Resilience Profile Among People with Spinal Cord Injury: A Cluster Analysis




White, Brian Dale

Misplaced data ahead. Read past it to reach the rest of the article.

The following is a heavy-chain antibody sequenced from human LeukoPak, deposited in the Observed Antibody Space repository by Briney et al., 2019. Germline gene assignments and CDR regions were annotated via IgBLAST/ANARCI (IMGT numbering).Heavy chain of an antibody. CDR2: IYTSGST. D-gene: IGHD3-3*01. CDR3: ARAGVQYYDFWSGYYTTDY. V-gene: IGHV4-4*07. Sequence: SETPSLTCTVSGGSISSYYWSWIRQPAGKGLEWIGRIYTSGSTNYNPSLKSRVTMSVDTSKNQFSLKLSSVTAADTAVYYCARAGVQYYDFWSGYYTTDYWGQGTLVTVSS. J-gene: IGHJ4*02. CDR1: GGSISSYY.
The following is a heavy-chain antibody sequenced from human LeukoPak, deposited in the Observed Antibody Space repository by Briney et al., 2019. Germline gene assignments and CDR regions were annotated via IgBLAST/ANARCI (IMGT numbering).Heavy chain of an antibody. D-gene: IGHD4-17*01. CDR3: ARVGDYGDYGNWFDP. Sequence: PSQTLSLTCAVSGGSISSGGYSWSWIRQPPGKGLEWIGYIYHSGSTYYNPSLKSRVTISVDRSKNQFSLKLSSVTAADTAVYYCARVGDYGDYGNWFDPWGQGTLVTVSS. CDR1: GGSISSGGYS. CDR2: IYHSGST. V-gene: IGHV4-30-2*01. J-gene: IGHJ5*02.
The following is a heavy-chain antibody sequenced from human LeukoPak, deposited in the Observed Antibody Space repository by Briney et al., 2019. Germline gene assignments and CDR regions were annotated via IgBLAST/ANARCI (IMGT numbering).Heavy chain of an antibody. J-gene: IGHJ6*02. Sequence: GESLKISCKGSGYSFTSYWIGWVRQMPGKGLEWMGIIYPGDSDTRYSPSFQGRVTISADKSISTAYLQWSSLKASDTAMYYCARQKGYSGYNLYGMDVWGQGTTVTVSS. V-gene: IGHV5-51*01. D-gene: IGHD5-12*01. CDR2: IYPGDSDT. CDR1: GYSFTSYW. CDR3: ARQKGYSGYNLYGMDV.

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BACKGROUND: Resilience is considered as an important coping attribute for people adjusting from trauma and loss such as spinal cord injury. Resilience has been found that it has moderate to high correlations with multiple psychosocial characters such as coping strategies, spiritual belief, and life satisfaction as well as mental health. However it is unclear if resilience could have developmental phases when people have adjusted to their trauma and distress over time, or if there are different types of resilience based on a person’s psychosocial characters. Therefore the present study aimed to explore if there are some phases of resilience among people with spinal cord injury (SCI). SUBJECTS: The 93 inpatients with SCI who were undergoing rehabilitation at Baylor Institute of Rehabilitation, Dallas, TX, 58 males (62.4%) and 35 females (37.6%), 77 Caucasians (82.8%) and other races (17.2%; i.e., African American, Hispanic), with mean age of the sample was 44.2 years (SD = 16.2), and the mean months since onset was 16.14 months (SD = 62.12). METHODS: Patients completed the Connor-Davidson Resilience Scale, Personal Health Questionnaire- 9, Satisfaction with Life Scale, Intrinsic Spirituality Scale at any time point since being hospitalized to discharge. Using SPSS 19.0, a hierarchical cluster analysis was performed to preliminarily explore optimal patterns of resilience based on the psychosocial evaluations. Further a two-step cluster was used as a post hoc test of cluster quality and predictor importance. ANOVA and chi-squared test were used to identify any differences of the above psychosocial components of resilience and related demographic characters between the identified patterns of resilience. RESULTS: A hierarchical cluster analysis found three clusters with appropriate differentiable dendrogram distance labeled Spontaneous Resilience (SR; n=28, 35.9%), Evolving Resilience (ER; n=28, 35.9%) and Rebounding Resilience (RR; n=22, 28.2%). Further using a two-step cluster analysis as a post hoc testing, the silhouette measure of cohesion and separation indicated that the cluster quality was fair (0.40). The predictor importance for the cluster formation showed spirituality had an importance of 1.00, the most important predictor, with depression and SWL each showing a predictor importance score of 0.46. The ANOVA found significant differences between groups on resilience, F(2,75) = 7.98, p < .001; depression, F(2, 75) = 23.86, p < .000; SWL, F(2,75) = 23.66, p < .000; and spirituality, F(2, 75) = 71.62, p < .000. Chi square test found no significant associations between the two resilience patterns of gender (X2(2, N = 78) = 1.997, p = 0.368), and marital status (X2( 8, N = 78) = 8.287, p = 0.406). Race results were significant (X2(4, N = 78) = 9.559, p = 0.049), but race was unable to be used due to the majority of participants being Caucasians. DISCUSSION: The current study suggested that there are three resilience patterns recognized in this sample of people with SCI. The hierarchical cluster analysis clustered participants into three clusters: Spontaneous Resilience (SR), Evolving Resilience (ER) and Rebounding Resilience (RR), three of which reflect the levels of resilience change over time and differences in depression, SWL and spirituality. Rehabilitation professionals could apply the present findings on understanding the status of patients’ resilience and design according adjustment psycho-educational therapy for growing patients’ optimal resilience.

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